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Employing Innovative Strategies to Achieve Greater Energy Efficiency in the Middle East

Employing Innovative Strategies to Achieve Greater Energy Efficiency in the Middle East

From eSociety, December 2018

Fifteen teams. Eleven countries. Ten contests. One goal.

University students competed in the Solar Decathlon Middle East (SDME) 2018 in November with the goal of developing and promoting innovative building and energy-efficient techniques and ideas to benefit the Middle East region.

Teams hailed from the United Arab Emirates, Palestine, U.S., France, Italy, Malaysia, the Netherlands, Romania, Saudi Arabia, Australia and Taiwan.

The team’s projects were to focus on addressing the regional sustainable living needs in the region’s challenging climate—high temperatures and humidity and dust conditions.

The Middle East’s hot and dry climate challenges energy-efficient design and requires passive strategies to keep out the heat as well as using low-relative humidity to its full advantage, said ASHRAE Vice President Farooq Mehboob, Fellow/ Life Member ASHRAE.

Mehboob was a member of the energy efficiency jury for the competition. He said the students applied diverse strategies in the 15 net zero contest houses.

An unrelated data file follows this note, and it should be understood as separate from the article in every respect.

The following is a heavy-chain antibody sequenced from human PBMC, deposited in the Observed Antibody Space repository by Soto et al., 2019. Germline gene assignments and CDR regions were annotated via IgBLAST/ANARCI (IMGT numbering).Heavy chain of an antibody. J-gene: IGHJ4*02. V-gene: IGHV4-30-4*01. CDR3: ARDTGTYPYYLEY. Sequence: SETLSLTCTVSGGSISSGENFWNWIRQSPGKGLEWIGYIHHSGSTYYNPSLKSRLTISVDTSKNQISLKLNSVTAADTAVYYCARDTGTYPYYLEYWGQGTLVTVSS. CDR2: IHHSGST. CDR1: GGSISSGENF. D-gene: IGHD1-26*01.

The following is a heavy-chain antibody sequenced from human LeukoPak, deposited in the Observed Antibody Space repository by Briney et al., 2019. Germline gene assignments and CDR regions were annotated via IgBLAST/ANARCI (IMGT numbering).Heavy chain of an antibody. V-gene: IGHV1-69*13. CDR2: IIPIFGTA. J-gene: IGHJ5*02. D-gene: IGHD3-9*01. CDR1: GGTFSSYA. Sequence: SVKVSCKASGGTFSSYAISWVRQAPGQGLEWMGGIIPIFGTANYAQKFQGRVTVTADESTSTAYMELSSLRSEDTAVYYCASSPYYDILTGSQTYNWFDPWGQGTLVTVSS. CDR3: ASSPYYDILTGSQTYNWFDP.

Strategies included:

  • Green Walls to improve micro climate

  • Orientation to avoid sun and face prevailing wind

  • Angled south walks to shade façade

  • Ventilated cavity in double façade arrangement including shaded roofs

  • Motorized openings for natural ventilation when weather permits

  • Using waste heat from solar panels for hot water

  • Wind chimneys

  • Radiant cooling

  • Walls with cool thermal storage capability

  • Sky radiant cooling

  • Varying room sizes using motorized walls to alter room area according to usage

  • Daylighting

  • LED lights embedded in cowlings which tracked occupants

  • Indirect Direct Evaporative cooling

Mehboob said the hands-on experience in a living lab is a rewarding opportunity for students over the two-year-project.

“The exposure to ideas is the best learning experience it produces changes in thinking which would be otherwise impossible to replicate,” he said.

Mehboob said he was amazed by the amount of research and design effort that went into every project.

He said he was impressed by the ideas put in practice, especially a factory that was made of 12 elements that were manufactured in the U.S. and shipped to Dubai were it was assembled and operational in two days.